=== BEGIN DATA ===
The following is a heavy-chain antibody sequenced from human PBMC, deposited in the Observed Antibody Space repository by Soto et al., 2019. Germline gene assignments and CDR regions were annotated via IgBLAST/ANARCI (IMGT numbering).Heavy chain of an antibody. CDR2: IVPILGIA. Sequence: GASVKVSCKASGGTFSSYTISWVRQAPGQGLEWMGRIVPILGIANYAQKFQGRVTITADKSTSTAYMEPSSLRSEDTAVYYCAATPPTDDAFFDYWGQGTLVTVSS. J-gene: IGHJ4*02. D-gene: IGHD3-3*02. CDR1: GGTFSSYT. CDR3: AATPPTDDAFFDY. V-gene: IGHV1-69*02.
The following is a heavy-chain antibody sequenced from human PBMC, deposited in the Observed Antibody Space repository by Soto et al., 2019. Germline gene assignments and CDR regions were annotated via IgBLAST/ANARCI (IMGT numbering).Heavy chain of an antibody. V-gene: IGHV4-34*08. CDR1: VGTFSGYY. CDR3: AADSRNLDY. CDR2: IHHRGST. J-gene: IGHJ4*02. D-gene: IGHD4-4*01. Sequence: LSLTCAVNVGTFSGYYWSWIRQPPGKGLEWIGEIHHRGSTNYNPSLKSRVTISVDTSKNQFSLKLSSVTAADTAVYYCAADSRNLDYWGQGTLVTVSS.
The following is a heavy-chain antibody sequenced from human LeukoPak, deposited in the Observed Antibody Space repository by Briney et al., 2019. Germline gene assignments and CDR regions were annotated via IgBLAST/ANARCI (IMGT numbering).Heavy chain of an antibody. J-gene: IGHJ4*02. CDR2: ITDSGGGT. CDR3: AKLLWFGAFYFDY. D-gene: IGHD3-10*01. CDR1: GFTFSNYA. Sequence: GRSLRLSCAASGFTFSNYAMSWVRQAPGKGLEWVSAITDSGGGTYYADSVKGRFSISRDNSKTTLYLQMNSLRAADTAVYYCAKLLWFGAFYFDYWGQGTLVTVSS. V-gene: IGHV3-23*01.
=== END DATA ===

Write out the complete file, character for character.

The following is a heavy-chain antibody sequenced from human PBMC, deposited in the Observed Antibody Space repository by Soto et al., 2019. Germline gene assignments and CDR regions were annotated via IgBLAST/ANARCI (IMGT numbering).Heavy chain of an antibody. CDR2: IVPILGIA. Sequence: GASVKVSCKASGGTFSSYTISWVRQAPGQGLEWMGRIVPILGIANYAQKFQGRVTITADKSTSTAYMEPSSLRSEDTAVYYCAATPPTDDAFFDYWGQGTLVTVSS. J-gene: IGHJ4*02. D-gene: IGHD3-3*02. CDR1: GGTFSSYT. CDR3: AATPPTDDAFFDY. V-gene: IGHV1-69*02.
The following is a heavy-chain antibody sequenced from human PBMC, deposited in the Observed Antibody Space repository by Soto et al., 2019. Germline gene assignments and CDR regions were annotated via IgBLAST/ANARCI (IMGT numbering).Heavy chain of an antibody. V-gene: IGHV4-34*08. CDR1: VGTFSGYY. CDR3: AADSRNLDY. CDR2: IHHRGST. J-gene: IGHJ4*02. D-gene: IGHD4-4*01. Sequence: LSLTCAVNVGTFSGYYWSWIRQPPGKGLEWIGEIHHRGSTNYNPSLKSRVTISVDTSKNQFSLKLSSVTAADTAVYYCAADSRNLDYWGQGTLVTVSS.
The following is a heavy-chain antibody sequenced from human LeukoPak, deposited in the Observed Antibody Space repository by Briney et al., 2019. Germline gene assignments and CDR regions were annotated via IgBLAST/ANARCI (IMGT numbering).Heavy chain of an antibody. J-gene: IGHJ4*02. CDR2: ITDSGGGT. CDR3: AKLLWFGAFYFDY. D-gene: IGHD3-10*01. CDR1: GFTFSNYA. Sequence: GRSLRLSCAASGFTFSNYAMSWVRQAPGKGLEWVSAITDSGGGTYYADSVKGRFSISRDNSKTTLYLQMNSLRAADTAVYYCAKLLWFGAFYFDYWGQGTLVTVSS. V-gene: IGHV3-23*01.